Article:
Registering the least in percentage losses among precious metals, gold futures edged 0.4 percenot lower Wednesday as a rebounding U.S. dollar blemished a portion of their appeal.
Precious metals were pressured on news that inflation in the U.S. was relatively tame in September and on a dreary outlook for U.S. economic growth based on the latest release of the Fed’s beige book.
Marking a third straight day of losses, gold prices dipped $5.80 to $1,647.00 an ounce in the December futures contract on the Comex in New York. Gold touched an intraday low of $1,642.50 and reached a high at $1,666.90.
"The general consensus is that there is little in the beige book that would fire up hopes of QE3, and coupled with the no real resolution in Europe, investors are liquidating their positions," Reuters quoted Frank McGhee, head precious metals trader of Integrated Brokerage Services LLC in Chicago.
Silver prices for December delivery ended at $31.277 an ounce, falling 55.4 cents, 1.7 percent. The white metal ranged from $31.145 to $32.150.
Platinum prices for January delivery declined $17.60, or 1.1 percent, to $1,523.10 an ounce, moving between $1,521.80 and $1,556.70.
Palladium prices for December delivery ended down $11.50, or 1.9 percent, to $608.40 an ounce. Palladium traded between $606.35 and $628.00.
London Precious Metals
Breaking a streak of two-straight daily losses, earlier fixed London precious metals rose across the board. In comparing London PM fixings on Wednesday from those on Tuesday, increases included:
- $21.50 for gold at $1,652.50 an ounce,
- 97.0 cents for silver at $31.970 an ounce,
- $9.00 for platinum at $1,532.00 an ounce, and
- $18.00 for palladium at $624.00 an ounce.
U.S. Mint Bullion Coin Sales
The U.S. Mint on Wednesday published gains across most of its major gold bullion coins. The 24-karat Gold Buffalo rose 1,000, lifting its October tally to 11,500, or 1,500 away from matching its September total. In 22-karat gold bullion coins, sales of the one-ounce Gold Eagle added 2,500 while the one-tenth ounce Gold Eagle added 5,000 — the first time the Mint’s smallest bullion coin has advanced this month.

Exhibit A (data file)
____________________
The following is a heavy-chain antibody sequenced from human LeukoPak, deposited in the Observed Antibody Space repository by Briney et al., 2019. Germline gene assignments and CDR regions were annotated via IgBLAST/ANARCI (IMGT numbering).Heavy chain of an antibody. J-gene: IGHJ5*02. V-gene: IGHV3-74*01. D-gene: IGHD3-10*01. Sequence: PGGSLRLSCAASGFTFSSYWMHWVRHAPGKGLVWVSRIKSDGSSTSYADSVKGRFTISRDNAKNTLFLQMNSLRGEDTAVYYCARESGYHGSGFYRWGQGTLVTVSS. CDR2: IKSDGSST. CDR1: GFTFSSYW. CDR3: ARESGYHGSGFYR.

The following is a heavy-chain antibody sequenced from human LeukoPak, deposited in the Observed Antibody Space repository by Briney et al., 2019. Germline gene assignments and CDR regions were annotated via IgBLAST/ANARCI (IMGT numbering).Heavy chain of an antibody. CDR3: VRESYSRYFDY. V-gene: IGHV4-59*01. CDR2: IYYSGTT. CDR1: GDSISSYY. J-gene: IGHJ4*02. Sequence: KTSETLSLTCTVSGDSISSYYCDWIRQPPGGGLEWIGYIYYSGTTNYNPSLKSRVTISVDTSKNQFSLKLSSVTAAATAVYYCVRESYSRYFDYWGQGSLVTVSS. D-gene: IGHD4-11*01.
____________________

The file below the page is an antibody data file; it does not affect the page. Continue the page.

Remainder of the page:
The latest daily, weekly and year-to-date U.S. Mint bullion coin sales figures follow:
|Sales of U.S. Mint American Eagle and Buffalo Bullion Coins|
|Daily Gains||October Gains||YTD 2011|
|Gold Eagle Coin (1 oz.)||2,500||33,000||793,000|
|Gold Eagle Coin (1/2 oz.)||0||2,000||64,000|
|Gold Eagle Coin (1/4 oz.)||0||4,000||76,000|
|Gold Eagle Coin (1/10 oz.)||5,000||5,000||350,000|
|Gold Buffalo Coin (1 oz.)||1,000||11,500||144,000|
|Silver Eagle Coin (1 oz.)||0||2,507,000||35,918,500|
|Sales of America the Beautiful 5 Oz. Silver Bullion Coins*|
|Gettysburg National Military Park 5 oz. Silver Coin||126,700|
|Glacier National Park 5 oz. Silver Coin||126,700|
|Olympic National Park 5 oz. Silver Coin||82,200|
|Vicksburg National Military Park 5 oz. Silver Coin||30,500|
|Chickasaw Park 5 oz. Silver Coin||20,500|
*The as of date for sales of U.S. Mint America the Beautiful Five Ounce Silver Bullion Coins is Monday, October 17, 2011. The Mint does not publish daily sales for its 5-ounce coins.